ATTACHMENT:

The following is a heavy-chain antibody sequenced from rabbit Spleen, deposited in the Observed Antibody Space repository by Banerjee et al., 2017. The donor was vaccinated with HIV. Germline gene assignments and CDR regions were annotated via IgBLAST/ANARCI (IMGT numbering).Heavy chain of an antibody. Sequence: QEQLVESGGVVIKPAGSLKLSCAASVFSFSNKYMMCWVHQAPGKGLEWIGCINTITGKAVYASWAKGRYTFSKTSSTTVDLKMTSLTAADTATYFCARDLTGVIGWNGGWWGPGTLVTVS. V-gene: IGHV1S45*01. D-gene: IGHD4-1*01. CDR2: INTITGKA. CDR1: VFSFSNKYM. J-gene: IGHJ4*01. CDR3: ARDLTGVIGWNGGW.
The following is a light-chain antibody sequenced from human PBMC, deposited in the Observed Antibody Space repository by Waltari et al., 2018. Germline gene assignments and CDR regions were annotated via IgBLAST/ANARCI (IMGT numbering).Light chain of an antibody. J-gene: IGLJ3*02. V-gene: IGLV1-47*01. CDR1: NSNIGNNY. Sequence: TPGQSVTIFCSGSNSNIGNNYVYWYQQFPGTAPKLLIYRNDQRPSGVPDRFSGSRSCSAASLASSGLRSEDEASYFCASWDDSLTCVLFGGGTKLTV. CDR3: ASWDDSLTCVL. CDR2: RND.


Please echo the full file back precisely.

The following is a heavy-chain antibody sequenced from rabbit Spleen, deposited in the Observed Antibody Space repository by Banerjee et al., 2017. The donor was vaccinated with HIV. Germline gene assignments and CDR regions were annotated via IgBLAST/ANARCI (IMGT numbering).Heavy chain of an antibody. Sequence: QEQLVESGGVVIKPAGSLKLSCAASVFSFSNKYMMCWVHQAPGKGLEWIGCINTITGKAVYASWAKGRYTFSKTSSTTVDLKMTSLTAADTATYFCARDLTGVIGWNGGWWGPGTLVTVS. V-gene: IGHV1S45*01. D-gene: IGHD4-1*01. CDR2: INTITGKA. CDR1: VFSFSNKYM. J-gene: IGHJ4*01. CDR3: ARDLTGVIGWNGGW.
The following is a light-chain antibody sequenced from human PBMC, deposited in the Observed Antibody Space repository by Waltari et al., 2018. Germline gene assignments and CDR regions were annotated via IgBLAST/ANARCI (IMGT numbering).Light chain of an antibody. J-gene: IGLJ3*02. V-gene: IGLV1-47*01. CDR1: NSNIGNNY. Sequence: TPGQSVTIFCSGSNSNIGNNYVYWYQQFPGTAPKLLIYRNDQRPSGVPDRFSGSRSCSAASLASSGLRSEDEASYFCASWDDSLTCVLFGGGTKLTV. CDR3: ASWDDSLTCVL. CDR2: RND.